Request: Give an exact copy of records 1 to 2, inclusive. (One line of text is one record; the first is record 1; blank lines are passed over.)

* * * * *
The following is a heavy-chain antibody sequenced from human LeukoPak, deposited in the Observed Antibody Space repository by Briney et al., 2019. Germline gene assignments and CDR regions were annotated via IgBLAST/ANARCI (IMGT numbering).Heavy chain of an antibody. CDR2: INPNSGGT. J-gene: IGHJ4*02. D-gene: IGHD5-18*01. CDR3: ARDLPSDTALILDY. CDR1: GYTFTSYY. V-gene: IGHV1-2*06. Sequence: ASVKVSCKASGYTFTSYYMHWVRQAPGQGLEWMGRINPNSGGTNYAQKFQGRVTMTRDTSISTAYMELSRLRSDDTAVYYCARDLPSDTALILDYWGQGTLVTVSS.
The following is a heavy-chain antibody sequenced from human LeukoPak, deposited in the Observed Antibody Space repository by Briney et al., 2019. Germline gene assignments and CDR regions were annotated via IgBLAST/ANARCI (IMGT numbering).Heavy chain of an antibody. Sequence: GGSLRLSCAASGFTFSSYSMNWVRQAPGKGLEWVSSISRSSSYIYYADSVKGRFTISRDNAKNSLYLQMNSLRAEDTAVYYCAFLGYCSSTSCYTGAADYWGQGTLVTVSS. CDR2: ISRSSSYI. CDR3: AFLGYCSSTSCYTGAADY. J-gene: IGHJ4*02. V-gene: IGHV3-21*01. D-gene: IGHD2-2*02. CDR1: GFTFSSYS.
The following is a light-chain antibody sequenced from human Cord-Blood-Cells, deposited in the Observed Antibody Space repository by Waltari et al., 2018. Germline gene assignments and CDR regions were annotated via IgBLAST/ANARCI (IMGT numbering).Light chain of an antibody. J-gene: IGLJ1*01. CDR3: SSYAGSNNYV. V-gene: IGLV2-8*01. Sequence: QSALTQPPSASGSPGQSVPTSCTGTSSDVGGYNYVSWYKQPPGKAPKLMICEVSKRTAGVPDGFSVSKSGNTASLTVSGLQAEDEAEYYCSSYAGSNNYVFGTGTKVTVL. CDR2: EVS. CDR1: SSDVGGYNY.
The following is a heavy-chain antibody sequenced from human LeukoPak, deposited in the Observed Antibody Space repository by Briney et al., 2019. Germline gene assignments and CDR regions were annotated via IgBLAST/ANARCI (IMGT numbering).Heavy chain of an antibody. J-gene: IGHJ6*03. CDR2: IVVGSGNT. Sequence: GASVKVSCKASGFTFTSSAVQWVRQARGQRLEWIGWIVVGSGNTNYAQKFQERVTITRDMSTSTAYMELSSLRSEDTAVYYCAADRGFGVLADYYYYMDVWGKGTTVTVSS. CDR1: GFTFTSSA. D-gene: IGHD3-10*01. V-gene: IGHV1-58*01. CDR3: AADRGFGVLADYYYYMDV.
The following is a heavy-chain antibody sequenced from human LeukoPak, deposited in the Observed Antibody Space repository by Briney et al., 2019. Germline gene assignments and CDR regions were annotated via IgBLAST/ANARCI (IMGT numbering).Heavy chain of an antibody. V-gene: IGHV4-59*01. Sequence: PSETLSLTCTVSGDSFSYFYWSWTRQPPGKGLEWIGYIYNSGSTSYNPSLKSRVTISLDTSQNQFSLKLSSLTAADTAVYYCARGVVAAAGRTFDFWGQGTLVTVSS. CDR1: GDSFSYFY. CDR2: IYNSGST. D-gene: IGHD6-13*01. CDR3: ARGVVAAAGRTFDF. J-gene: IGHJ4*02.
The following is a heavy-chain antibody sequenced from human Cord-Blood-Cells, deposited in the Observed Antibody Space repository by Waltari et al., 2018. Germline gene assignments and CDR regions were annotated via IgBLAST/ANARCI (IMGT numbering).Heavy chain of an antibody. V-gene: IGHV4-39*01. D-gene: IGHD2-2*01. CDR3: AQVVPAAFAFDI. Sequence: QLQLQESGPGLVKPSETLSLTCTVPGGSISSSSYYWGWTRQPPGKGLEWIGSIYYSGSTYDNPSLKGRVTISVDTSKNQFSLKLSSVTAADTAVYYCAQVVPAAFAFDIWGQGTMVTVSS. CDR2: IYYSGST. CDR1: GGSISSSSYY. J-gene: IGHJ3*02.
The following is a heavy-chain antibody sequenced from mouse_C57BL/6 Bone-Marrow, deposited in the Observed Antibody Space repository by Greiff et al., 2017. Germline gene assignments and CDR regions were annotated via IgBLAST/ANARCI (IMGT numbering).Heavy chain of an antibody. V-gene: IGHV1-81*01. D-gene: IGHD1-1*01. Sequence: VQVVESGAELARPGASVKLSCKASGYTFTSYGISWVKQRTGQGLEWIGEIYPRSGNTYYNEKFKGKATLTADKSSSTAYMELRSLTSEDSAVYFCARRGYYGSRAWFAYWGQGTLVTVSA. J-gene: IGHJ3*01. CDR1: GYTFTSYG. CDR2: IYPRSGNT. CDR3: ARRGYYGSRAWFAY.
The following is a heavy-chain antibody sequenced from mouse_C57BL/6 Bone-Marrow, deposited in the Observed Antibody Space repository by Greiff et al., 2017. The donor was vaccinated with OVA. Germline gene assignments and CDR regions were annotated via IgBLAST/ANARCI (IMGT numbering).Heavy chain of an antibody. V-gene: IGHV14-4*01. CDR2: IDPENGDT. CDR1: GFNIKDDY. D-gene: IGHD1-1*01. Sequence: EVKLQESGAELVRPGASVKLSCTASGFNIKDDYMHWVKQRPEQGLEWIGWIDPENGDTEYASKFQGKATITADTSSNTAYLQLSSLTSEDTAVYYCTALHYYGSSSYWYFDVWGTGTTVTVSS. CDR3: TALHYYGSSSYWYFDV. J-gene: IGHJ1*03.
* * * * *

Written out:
The following is a heavy-chain antibody sequenced from human LeukoPak, deposited in the Observed Antibody Space repository by Briney et al., 2019. Germline gene assignments and CDR regions were annotated via IgBLAST/ANARCI (IMGT numbering).Heavy chain of an antibody. CDR2: INPNSGGT. J-gene: IGHJ4*02. D-gene: IGHD5-18*01. CDR3: ARDLPSDTALILDY. CDR1: GYTFTSYY. V-gene: IGHV1-2*06. Sequence: ASVKVSCKASGYTFTSYYMHWVRQAPGQGLEWMGRINPNSGGTNYAQKFQGRVTMTRDTSISTAYMELSRLRSDDTAVYYCARDLPSDTALILDYWGQGTLVTVSS.
The following is a heavy-chain antibody sequenced from human LeukoPak, deposited in the Observed Antibody Space repository by Briney et al., 2019. Germline gene assignments and CDR regions were annotated via IgBLAST/ANARCI (IMGT numbering).Heavy chain of an antibody. Sequence: GGSLRLSCAASGFTFSSYSMNWVRQAPGKGLEWVSSISRSSSYIYYADSVKGRFTISRDNAKNSLYLQMNSLRAEDTAVYYCAFLGYCSSTSCYTGAADYWGQGTLVTVSS. CDR2: ISRSSSYI. CDR3: AFLGYCSSTSCYTGAADY. J-gene: IGHJ4*02. V-gene: IGHV3-21*01. D-gene: IGHD2-2*02. CDR1: GFTFSSYS.